Wegener, on the other hand, recommends operators commit to keeping customers interested with frequent micro market design updates.

“Long-term success is dependent upon keeping the customer interested and the space refreshed,” Wegener remarked. “Operators are constantly under pressure to win new business, improve account retention and negotiate longer contracts. Astute operators will determine what is or is not performing and adjust their layout accordingly.”

“Existing markets may need to be remodeled so that they are more complementary to traffic flow and more thoughtful about the overall design. The overall layout may need to be reconsidered to accommodate for social distancing when shoppers shop,” Orlando added.

Geis said that operators should focus on continuously improving the customer’s experience while keeping service consistent and outstanding.

“Part of maintaining that experience is continuous refresh and improvement,” Geis said. “That doesn’t mean you change your market from being green to red and say, ‘hey, we upgraded our market.’ Refreshed shopping environments today reflect changes based upon things that you found have caused the consumers friction.” 

Good layout means good flow

“Friction” in micro markets is the opposite of what operators want, Orlando and Geis explained. Geis said Fixturelite strives to incorporate a particular flow of traffic through layout decisions, lighting and product merchandising solutions to encourage people to move on a predesignated path.

Orlando said a recent micro market redesign increased the operator’s revenue since they were able to ease the flow of traffic through the break room. They used heat mapping to determine the foot traffic habits of the consumers when moving toward coffee stations and packaged foods. Shorter lines mean less friction, and equate to a better consumer experience, Geis explained.

“The traffic flow became so much more efficient that the sales increased,” Orlando said. “There was more frequency to the space because it was a more efficient and welcoming space that made more sense and was better organized.”

Geis said the importance of a frictionless experience is the biggest difference between 2019 and 2020. He said that Gen Z, which is increasingly dominating the workplace, is driving this change.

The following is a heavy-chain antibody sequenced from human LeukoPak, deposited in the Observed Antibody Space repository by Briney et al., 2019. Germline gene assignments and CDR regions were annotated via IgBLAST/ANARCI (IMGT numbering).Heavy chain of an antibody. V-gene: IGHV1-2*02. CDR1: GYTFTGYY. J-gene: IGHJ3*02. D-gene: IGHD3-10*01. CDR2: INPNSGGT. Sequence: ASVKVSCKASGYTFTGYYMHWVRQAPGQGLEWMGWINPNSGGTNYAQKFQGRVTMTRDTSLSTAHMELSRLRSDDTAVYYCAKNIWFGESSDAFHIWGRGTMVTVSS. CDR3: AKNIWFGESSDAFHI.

“We want to take the customer on a journey through the market,” Geis said. “We want it to be consistently frictionless and just happen with ease.”

Arrington said that operators need to consider multiple factors when installing a micro market in order to maximize its utility. Those include assessing the number of employees at a location and the length of the breaks they are allowed. This helps manage congestion at high traffic areas such as the POS and coffee brewers. How frequently the site will receive service, including cleaning, should also be considered.


While many micro market operators decide to work with suppliers, others choose to develop their own micro market concepts.

“We are happy to work with both,” Arrington said. “Those that would like assistance, we can work to refine their graphic ideas, perhaps adjust a cabinet to meet their specific needs or just give advice through their design process.”

Reifert recommended that operators keep design simple. “Small operators should not be overwhelmed with the design aspect and not overthink it,” Reifert said. “You need a dry goods display, cooler and sometimes freezer space, sometimes a coffee option and a payment system. We’d love to explain how simple the process can be.”

Wegener remarked that operators know their accounts best but offered simple advice on planograms. “Generally, we find it best to group refrigerated products separately from dry merchandise,” Wegener said. “Bottled soda and refrigerated food may be on one end while snacks, sundries and coffee service are grouped on another end.”

Wegener recommended that operators doing their own design dedicate adequate resources for realistic presentations. “Unrealistic designs are distracting, and operators run a risk of making themselves look bad,” he said. “A good design will be generated from a quality software with a dedicated experienced designer.”

Orlando encourages operators to truly listen to their customers to understand their needs.

“We often find that micro market operators go in thinking that they have the answers, without asking the customer. Your answers are with your customers,” Orlando advised. “Having a partner who can design and build a micro market or has several different product lines that are interchangeable — and it’s not a one-trick pony or one size fits all — is really the secret to success in providing your customer with what they want. And it should be built around their feedback. If they don’t know what they want and you are guessing, then you need a partner who understands the retail environment and the consumer mindset, which is where we have focused our expertise.”